‘Chance’ of agreement on increased tax co-operation
Diplomats are optimistic that finance ministers will agree on a set of laws to increase member state co-operation against tax evasion at a meeting on 19 January. The Spanish presidency of the Council of Ministers is seeking rapid agreement on the legislation.
Resistance from Austria and Luxembourg, with their strong traditions of banking secrecy, held up agreement until now. Their concerns focus on the competitive disadvantage their financial centres could face against Switzerland, Liechtenstein and other non-EU countries with light fiscal controls.
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Austria also argued that the legislation was flawed as it would not prevent people from hiding their identity, and escaping tax, by appointing nominee directors to run companies, or by setting up anonymous trusts – practices not allowed in Austria but permissible elsewhere.
But now an Austrian diplomat has said that extensive discussions between governments in December mean that “there is a chance” of agreeing the package. He indicated that Austria could drop its demand for provisions against anonymous trusts and company owners, in exchange for a commitment from other member states to address the issue at a later date.
The package includes a reform to extend the scope of the EU savings tax directive, to require member states to share information not only on the interest that foreigners earn from their bank accounts, but also from investment funds and certain types of life insurance contracts and securities.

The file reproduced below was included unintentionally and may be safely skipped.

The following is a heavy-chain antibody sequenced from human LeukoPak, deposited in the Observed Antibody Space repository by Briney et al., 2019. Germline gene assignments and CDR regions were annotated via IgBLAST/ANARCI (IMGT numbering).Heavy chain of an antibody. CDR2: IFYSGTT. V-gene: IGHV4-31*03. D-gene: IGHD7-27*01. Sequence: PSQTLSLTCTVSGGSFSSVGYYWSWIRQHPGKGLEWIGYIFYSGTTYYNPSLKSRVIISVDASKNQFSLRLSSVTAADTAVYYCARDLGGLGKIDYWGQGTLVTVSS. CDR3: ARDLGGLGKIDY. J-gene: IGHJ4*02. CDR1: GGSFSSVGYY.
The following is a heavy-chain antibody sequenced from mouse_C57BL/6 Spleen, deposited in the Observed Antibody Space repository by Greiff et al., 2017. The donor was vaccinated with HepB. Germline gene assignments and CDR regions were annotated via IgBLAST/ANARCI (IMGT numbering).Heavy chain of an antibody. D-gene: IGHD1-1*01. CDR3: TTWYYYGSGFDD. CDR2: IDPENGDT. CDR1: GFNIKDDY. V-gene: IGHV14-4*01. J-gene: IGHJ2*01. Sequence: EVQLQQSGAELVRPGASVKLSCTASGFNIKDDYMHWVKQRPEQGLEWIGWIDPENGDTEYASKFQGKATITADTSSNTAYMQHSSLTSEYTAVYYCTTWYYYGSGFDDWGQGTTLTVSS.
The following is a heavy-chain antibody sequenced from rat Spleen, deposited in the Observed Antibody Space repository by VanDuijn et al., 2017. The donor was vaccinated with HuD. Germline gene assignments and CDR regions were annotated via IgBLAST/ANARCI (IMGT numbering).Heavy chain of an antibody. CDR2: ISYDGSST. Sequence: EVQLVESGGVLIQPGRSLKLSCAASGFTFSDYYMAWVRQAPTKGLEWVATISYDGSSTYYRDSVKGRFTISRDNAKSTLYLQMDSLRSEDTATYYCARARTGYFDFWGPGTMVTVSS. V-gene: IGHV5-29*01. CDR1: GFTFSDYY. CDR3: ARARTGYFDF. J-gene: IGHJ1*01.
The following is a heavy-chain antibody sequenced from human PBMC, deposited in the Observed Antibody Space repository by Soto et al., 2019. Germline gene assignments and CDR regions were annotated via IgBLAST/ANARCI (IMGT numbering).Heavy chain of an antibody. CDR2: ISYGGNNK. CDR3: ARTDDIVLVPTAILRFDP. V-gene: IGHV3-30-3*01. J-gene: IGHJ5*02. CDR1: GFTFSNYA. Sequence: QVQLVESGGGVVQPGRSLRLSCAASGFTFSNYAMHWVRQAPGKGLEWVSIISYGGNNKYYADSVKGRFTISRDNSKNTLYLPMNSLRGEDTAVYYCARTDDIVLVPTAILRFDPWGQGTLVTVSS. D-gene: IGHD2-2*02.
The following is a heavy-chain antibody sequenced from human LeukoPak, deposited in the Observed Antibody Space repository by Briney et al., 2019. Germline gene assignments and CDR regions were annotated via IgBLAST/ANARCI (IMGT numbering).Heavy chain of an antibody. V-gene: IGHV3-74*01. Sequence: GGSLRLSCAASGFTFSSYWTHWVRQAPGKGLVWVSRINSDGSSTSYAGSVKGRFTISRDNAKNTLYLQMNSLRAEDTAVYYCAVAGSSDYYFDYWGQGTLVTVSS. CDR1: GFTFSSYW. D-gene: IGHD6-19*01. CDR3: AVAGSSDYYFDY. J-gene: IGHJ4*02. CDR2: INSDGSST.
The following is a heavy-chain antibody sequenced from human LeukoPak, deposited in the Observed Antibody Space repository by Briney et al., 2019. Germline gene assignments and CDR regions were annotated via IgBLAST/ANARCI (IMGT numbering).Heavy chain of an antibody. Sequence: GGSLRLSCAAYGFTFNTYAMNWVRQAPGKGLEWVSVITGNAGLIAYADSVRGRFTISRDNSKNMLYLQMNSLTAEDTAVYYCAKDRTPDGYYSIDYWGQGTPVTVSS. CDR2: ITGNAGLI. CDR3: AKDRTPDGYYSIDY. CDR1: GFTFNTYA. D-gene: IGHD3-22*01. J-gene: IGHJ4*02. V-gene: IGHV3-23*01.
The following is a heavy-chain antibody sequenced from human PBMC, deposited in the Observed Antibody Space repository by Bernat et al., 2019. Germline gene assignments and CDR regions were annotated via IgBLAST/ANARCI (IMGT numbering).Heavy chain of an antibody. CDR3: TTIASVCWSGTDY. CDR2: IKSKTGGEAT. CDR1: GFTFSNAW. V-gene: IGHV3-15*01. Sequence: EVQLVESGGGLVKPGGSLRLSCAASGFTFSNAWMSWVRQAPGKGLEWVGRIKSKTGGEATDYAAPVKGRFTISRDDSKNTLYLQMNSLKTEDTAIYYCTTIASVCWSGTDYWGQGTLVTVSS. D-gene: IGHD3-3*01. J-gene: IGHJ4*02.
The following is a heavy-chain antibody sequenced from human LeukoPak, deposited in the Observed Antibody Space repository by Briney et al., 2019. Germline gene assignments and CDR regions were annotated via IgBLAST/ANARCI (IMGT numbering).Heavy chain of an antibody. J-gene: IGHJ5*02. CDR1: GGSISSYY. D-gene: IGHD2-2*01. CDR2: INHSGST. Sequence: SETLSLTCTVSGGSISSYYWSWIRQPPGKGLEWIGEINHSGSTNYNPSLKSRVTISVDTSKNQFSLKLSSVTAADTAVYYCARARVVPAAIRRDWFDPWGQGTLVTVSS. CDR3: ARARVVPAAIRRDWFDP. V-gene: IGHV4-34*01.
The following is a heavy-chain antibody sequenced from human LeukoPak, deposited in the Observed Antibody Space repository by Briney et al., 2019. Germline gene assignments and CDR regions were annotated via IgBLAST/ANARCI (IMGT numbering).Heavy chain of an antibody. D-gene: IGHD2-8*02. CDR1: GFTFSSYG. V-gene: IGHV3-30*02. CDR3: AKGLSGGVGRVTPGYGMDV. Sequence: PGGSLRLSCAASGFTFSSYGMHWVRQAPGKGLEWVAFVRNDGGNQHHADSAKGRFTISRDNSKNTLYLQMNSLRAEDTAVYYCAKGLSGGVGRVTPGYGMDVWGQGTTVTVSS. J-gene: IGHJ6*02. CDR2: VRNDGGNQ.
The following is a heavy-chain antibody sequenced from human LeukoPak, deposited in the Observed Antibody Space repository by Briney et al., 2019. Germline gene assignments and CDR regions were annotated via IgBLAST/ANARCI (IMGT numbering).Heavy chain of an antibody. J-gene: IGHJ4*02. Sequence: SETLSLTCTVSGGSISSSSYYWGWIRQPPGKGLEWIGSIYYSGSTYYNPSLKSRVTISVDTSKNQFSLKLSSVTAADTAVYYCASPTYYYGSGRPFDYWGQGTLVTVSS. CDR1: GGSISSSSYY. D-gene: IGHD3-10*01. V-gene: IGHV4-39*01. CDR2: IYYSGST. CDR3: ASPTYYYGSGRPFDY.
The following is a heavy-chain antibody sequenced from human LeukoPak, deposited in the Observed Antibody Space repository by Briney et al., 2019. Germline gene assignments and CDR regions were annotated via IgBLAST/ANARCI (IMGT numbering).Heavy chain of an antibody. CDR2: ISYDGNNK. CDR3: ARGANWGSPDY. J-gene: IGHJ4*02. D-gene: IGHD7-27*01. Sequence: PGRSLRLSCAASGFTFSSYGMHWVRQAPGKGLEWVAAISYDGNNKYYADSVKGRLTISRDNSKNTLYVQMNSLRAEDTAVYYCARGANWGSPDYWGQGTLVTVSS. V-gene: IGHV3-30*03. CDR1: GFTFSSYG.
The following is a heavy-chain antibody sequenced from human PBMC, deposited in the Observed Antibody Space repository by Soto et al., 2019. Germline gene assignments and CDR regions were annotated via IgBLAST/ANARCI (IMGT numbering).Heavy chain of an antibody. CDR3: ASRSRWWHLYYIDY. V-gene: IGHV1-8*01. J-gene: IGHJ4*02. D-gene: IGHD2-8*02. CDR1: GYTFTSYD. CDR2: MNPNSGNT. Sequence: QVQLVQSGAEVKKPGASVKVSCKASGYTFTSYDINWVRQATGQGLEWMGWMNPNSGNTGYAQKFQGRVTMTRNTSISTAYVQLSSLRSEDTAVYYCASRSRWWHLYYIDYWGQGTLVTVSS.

Another part of the package would prevent member states from using bank secrecy as a justification for not sharing information on salaries, dividends and other sources of income. The new legislation would also increase the data shared automatically rather than only on request. The package also contains a measure to increase mutual legal assistance between member states to recover unpaid tax.
László Kovács, the European commissioner for taxation, has said that reform is needed because existing legislation “can be easily circumvented”.
Elena Salgado, Spain’s finance minister, is expected to discuss the legislation with Jean-Claude Juncker, Luxembourg’s prime minister, during a visit to Luxembourg on Friday (8 January).
The Spanish presidency will also attempt to secure approval at the meeting of an anti-fraud agreement negotiated between the European Commission and Liechtenstein, and the adoption of mandates for the Commission to negotiate similar agreements with Andorra, Monaco, San Marino and Switzerland.
Austria and Luxembourg, however, may still block these steps because they believe the Liechtenstein deal should be renegotiated to place tougher transparency requirements on the principality.
The Spanish presidency will use the meeting to present its work programme in the area of economic and financial affairs. Spain has said that it will prioritise getting agreement between member states on a ten-year strategy (known as EU2020) to boost economic growth and employment, and on brokering a deal with the European Parliament on reforming financial supervision in the EU.